To my ultimate shame, I have become the very thing I would have viciously sneered and snickered at more than a decade ago.
I have become a man who is uncomfortable with swearing.
And like most men, I have my wife to blame.
I remember the moment when the worm started to turn. My wife and I were on our third date. Things between us were still adventurously strange and new. On a whim, I aimlessly took her on a nighttime jaunt to Knott’s Berry Farm. Sitting on a bench underneath Montezuma’s Revenge, I began spouting a deluded rant designed to dazzle her with my impressively inquisitive mind. Halfway through my rehearsed soliloquy, she serenely, yet sternly, looked into my eyes and asked “Can you please stop with all that cursing? All that cursing … it hurts my ears.”
This was the first time I experienced my wife’s well-worn “iron hand inside the velvet glove” approach. If it was anyone else saying this, I would have been offended enough to, more likely than not, leave her at the amusement park to find her own way home. But I was so taken aback by the gentle and sweet way she
demanded asked, I could not help but comply.
(I’ve just realized right now, how foolishly I revealed to you, my dear reader, the fundamental interpersonal dynamics behind my marriage. Well, as long as you agree not to tell her, we can go on keeping this little secret among ourselves. Thank you beforehand for not somehow not using this bit of information against me in the near future.)
The weird thing is that her admonition wasn’t the most devastating thing she said that evening. (That would be her stated hatred for the classic “Pulp Fiction” and how she walked out of the theater halfway through that movie. That was, admittedly, a very hard pill to swallow.)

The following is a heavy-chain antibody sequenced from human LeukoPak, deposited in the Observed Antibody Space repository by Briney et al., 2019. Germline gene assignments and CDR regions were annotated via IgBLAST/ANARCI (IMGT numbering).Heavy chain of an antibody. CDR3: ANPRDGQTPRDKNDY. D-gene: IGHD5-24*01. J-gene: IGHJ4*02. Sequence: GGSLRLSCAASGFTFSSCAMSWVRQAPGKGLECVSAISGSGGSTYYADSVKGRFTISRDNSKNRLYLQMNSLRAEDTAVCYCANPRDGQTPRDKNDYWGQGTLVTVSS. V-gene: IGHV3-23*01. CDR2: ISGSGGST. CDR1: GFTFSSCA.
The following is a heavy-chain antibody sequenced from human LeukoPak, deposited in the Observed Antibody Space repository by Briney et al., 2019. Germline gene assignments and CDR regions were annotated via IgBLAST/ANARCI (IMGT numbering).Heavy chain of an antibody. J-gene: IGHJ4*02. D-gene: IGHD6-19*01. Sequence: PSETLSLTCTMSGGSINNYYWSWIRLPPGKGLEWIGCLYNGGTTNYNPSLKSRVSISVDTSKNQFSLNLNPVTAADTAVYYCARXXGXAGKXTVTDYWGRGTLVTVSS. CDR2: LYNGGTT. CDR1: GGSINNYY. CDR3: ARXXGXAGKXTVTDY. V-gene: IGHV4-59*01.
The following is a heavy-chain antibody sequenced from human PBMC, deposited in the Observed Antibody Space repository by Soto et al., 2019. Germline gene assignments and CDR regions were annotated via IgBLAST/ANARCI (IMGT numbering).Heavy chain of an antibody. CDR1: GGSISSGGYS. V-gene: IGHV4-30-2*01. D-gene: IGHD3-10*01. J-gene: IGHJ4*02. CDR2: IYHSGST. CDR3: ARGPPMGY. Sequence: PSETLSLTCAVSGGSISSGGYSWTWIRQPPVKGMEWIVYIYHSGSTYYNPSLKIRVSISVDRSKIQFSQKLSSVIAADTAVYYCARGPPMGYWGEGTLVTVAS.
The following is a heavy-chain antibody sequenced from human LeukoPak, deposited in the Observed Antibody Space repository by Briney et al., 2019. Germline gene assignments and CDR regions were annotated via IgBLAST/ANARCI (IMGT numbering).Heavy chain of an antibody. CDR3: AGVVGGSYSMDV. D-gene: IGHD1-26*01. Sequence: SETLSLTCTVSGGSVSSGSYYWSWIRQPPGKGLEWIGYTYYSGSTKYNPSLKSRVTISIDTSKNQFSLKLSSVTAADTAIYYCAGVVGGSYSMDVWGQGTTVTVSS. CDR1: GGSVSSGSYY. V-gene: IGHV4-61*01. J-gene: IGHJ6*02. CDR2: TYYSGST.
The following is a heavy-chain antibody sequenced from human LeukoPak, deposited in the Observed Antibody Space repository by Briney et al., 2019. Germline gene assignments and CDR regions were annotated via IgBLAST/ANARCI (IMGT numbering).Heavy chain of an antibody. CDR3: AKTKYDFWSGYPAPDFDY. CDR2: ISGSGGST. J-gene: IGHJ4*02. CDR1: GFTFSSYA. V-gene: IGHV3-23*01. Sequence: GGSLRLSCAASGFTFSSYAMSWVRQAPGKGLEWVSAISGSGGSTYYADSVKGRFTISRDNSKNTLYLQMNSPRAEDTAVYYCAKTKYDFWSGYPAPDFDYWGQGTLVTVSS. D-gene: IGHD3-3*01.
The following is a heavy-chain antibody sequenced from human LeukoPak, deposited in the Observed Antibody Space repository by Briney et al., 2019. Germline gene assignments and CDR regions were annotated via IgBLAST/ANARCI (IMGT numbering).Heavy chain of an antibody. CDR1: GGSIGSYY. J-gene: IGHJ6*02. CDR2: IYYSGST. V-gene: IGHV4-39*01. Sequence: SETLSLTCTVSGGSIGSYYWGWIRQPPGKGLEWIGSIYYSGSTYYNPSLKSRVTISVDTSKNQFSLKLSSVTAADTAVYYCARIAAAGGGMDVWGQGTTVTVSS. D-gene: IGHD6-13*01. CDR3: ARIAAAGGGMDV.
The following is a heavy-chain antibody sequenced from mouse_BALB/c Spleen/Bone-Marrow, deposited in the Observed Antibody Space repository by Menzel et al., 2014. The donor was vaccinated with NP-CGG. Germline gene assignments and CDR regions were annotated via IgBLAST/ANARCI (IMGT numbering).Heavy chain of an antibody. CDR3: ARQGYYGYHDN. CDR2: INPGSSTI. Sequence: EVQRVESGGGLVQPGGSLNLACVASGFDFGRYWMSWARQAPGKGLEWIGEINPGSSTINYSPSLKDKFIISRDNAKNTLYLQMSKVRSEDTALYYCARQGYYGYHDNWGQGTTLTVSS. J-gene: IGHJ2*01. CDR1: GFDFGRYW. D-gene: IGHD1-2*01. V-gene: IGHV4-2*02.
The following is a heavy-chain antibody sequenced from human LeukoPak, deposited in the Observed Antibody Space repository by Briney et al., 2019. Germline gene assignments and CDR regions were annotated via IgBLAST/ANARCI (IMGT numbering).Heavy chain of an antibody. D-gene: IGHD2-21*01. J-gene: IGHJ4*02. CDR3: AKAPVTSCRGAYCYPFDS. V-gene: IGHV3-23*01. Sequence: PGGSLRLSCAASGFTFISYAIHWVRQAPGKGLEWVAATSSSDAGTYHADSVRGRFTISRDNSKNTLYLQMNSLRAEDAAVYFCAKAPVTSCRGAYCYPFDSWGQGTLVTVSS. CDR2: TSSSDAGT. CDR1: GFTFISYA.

To my amazement, I not only stayed on that bench, but became even more enthralled with her. She was a breath of fresh air to counter the torturously self-involved preoccupations that filled my head. To hold her interest, I knew I had to immediately do two things:
- Stop swearing
- Be prepared to watch any Quentin Tarantino film alone
The second bullet point proved much easier to accomplish.
Giving up my potty mouth was one of the hardest things I ever had to. I loved swearing so much, a friend wrote in my tenth grade high school yearbook, “Ken, I’ve never heard you say a sentence that didn’t have the ‘f’ or ‘s’ word in it.” I cannot understate how much I swore. I cherished those words; they provided the sturdy foundation that anchored any worthwhile thought that graced my mind.
I was the junkie. Cursing was my addiction. And at that precise moment, I went cold turkey.
Years later, I still find myself, in times of great stress, ready to lapse with the occasional ‘f’ word preceding any sentence. Now that our daughter is graduating high school, I’m a little more unguarded with my unclean thoughts and uncouth language. If she can drive a car, I rationalized, she can listen to me talk about random things like anal as a discussion point. I still have to watch myself around my son. Any little utterance is a crack in the doorway that he’s more than eager to exploit and blow wide open. “Daddy says it! Why can’t I?” would be his battle cry to Mommy, and I think I’ve already established the need to keep unpleasant things away from Mommy.
To be perfectly honest, when I do swear these days, the words feel rather unnatural leaving my mouth. My cursing seems premeditated and forced. Much like my writing or singing style, it comes off as an obviously desperate affectation. Something unreal. Something untrue.
The simple truth? I’ve forgotten how to swear proficiently. I used to be quite good at it. Now I can’t cuss worth doo doo.
See what I mean?